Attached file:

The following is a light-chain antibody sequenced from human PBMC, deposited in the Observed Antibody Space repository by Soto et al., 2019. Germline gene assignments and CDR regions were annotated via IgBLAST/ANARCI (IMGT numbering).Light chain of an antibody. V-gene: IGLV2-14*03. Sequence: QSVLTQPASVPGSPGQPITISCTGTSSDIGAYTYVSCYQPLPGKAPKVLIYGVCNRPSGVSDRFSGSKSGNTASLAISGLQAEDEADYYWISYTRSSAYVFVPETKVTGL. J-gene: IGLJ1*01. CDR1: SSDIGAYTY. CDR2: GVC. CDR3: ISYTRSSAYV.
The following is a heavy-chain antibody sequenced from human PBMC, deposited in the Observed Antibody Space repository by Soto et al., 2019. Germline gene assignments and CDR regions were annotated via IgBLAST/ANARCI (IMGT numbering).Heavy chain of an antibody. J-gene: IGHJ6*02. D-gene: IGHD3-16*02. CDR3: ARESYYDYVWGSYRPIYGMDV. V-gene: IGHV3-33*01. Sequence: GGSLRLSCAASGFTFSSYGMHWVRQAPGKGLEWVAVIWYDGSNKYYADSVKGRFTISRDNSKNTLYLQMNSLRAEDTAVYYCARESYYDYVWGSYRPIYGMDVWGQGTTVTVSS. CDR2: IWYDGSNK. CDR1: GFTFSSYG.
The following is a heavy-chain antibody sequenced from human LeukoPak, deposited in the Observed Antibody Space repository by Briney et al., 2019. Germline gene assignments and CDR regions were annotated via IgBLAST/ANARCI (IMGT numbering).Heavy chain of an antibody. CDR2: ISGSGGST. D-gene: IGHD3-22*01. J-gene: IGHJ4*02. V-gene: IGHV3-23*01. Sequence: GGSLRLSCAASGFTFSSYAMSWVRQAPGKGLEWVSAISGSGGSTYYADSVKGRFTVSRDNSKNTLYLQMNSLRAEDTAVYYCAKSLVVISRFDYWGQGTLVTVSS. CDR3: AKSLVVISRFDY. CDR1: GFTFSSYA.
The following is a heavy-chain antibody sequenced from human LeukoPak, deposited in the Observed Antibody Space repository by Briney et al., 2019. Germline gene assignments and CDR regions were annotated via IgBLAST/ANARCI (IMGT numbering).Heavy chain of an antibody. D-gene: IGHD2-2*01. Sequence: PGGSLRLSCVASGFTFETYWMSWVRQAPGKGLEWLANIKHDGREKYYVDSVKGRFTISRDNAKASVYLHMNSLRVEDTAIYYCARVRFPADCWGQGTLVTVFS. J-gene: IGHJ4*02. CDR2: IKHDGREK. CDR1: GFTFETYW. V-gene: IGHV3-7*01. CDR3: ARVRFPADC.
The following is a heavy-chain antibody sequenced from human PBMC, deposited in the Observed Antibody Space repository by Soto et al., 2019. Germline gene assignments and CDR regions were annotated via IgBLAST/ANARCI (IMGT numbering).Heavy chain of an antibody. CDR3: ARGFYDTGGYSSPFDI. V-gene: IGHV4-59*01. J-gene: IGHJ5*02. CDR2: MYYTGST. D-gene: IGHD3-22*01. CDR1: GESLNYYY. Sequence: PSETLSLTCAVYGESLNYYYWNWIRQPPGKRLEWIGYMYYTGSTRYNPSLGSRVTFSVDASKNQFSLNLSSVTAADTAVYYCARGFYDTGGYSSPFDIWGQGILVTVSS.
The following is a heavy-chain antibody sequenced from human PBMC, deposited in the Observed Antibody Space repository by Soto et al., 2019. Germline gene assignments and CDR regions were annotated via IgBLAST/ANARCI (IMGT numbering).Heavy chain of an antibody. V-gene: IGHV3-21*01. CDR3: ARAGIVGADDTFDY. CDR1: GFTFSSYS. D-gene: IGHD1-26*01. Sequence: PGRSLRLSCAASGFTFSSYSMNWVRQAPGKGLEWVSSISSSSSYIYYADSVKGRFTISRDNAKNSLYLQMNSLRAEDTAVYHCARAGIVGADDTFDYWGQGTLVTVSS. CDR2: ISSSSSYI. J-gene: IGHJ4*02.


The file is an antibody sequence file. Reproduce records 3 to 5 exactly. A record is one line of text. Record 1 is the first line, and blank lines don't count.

The following is a heavy-chain antibody sequenced from human LeukoPak, deposited in the Observed Antibody Space repository by Briney et al., 2019. Germline gene assignments and CDR regions were annotated via IgBLAST/ANARCI (IMGT numbering).Heavy chain of an antibody. CDR2: ISGSGGST. D-gene: IGHD3-22*01. J-gene: IGHJ4*02. V-gene: IGHV3-23*01. Sequence: GGSLRLSCAASGFTFSSYAMSWVRQAPGKGLEWVSAISGSGGSTYYADSVKGRFTVSRDNSKNTLYLQMNSLRAEDTAVYYCAKSLVVISRFDYWGQGTLVTVSS. CDR3: AKSLVVISRFDY. CDR1: GFTFSSYA.
The following is a heavy-chain antibody sequenced from human LeukoPak, deposited in the Observed Antibody Space repository by Briney et al., 2019. Germline gene assignments and CDR regions were annotated via IgBLAST/ANARCI (IMGT numbering).Heavy chain of an antibody. D-gene: IGHD2-2*01. Sequence: PGGSLRLSCVASGFTFETYWMSWVRQAPGKGLEWLANIKHDGREKYYVDSVKGRFTISRDNAKASVYLHMNSLRVEDTAIYYCARVRFPADCWGQGTLVTVFS. J-gene: IGHJ4*02. CDR2: IKHDGREK. CDR1: GFTFETYW. V-gene: IGHV3-7*01. CDR3: ARVRFPADC.
The following is a heavy-chain antibody sequenced from human PBMC, deposited in the Observed Antibody Space repository by Soto et al., 2019. Germline gene assignments and CDR regions were annotated via IgBLAST/ANARCI (IMGT numbering).Heavy chain of an antibody. CDR3: ARGFYDTGGYSSPFDI. V-gene: IGHV4-59*01. J-gene: IGHJ5*02. CDR2: MYYTGST. D-gene: IGHD3-22*01. CDR1: GESLNYYY. Sequence: PSETLSLTCAVYGESLNYYYWNWIRQPPGKRLEWIGYMYYTGSTRYNPSLGSRVTFSVDASKNQFSLNLSSVTAADTAVYYCARGFYDTGGYSSPFDIWGQGILVTVSS.